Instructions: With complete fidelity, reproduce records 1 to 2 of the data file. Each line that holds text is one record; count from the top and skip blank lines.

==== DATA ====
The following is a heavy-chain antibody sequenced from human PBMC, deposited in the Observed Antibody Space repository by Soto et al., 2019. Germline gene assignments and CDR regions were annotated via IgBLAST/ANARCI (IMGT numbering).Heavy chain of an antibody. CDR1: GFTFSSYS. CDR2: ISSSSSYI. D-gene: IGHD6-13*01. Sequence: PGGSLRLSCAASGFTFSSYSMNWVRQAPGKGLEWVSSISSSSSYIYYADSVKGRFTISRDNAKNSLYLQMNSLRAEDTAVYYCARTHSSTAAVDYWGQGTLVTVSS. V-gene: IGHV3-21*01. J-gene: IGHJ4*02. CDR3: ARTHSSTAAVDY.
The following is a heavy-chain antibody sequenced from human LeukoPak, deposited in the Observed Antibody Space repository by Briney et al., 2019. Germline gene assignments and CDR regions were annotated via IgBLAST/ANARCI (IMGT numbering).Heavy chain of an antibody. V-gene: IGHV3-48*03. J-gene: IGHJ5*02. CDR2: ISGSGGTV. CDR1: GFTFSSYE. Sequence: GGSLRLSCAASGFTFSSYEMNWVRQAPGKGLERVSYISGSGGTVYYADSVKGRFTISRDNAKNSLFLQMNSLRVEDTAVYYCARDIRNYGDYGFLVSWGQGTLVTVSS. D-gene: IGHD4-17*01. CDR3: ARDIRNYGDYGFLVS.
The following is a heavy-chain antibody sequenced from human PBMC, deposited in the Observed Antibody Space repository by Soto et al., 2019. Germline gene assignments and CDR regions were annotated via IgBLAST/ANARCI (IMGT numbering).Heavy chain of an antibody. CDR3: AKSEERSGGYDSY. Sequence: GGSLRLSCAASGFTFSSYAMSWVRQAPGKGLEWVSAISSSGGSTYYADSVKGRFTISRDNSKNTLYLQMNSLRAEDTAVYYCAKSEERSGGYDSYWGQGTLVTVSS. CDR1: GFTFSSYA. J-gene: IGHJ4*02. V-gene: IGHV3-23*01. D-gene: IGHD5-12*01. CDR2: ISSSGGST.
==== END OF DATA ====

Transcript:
The following is a heavy-chain antibody sequenced from human PBMC, deposited in the Observed Antibody Space repository by Soto et al., 2019. Germline gene assignments and CDR regions were annotated via IgBLAST/ANARCI (IMGT numbering).Heavy chain of an antibody. CDR1: GFTFSSYS. CDR2: ISSSSSYI. D-gene: IGHD6-13*01. Sequence: PGGSLRLSCAASGFTFSSYSMNWVRQAPGKGLEWVSSISSSSSYIYYADSVKGRFTISRDNAKNSLYLQMNSLRAEDTAVYYCARTHSSTAAVDYWGQGTLVTVSS. V-gene: IGHV3-21*01. J-gene: IGHJ4*02. CDR3: ARTHSSTAAVDY.
The following is a heavy-chain antibody sequenced from human LeukoPak, deposited in the Observed Antibody Space repository by Briney et al., 2019. Germline gene assignments and CDR regions were annotated via IgBLAST/ANARCI (IMGT numbering).Heavy chain of an antibody. V-gene: IGHV3-48*03. J-gene: IGHJ5*02. CDR2: ISGSGGTV. CDR1: GFTFSSYE. Sequence: GGSLRLSCAASGFTFSSYEMNWVRQAPGKGLERVSYISGSGGTVYYADSVKGRFTISRDNAKNSLFLQMNSLRVEDTAVYYCARDIRNYGDYGFLVSWGQGTLVTVSS. D-gene: IGHD4-17*01. CDR3: ARDIRNYGDYGFLVS.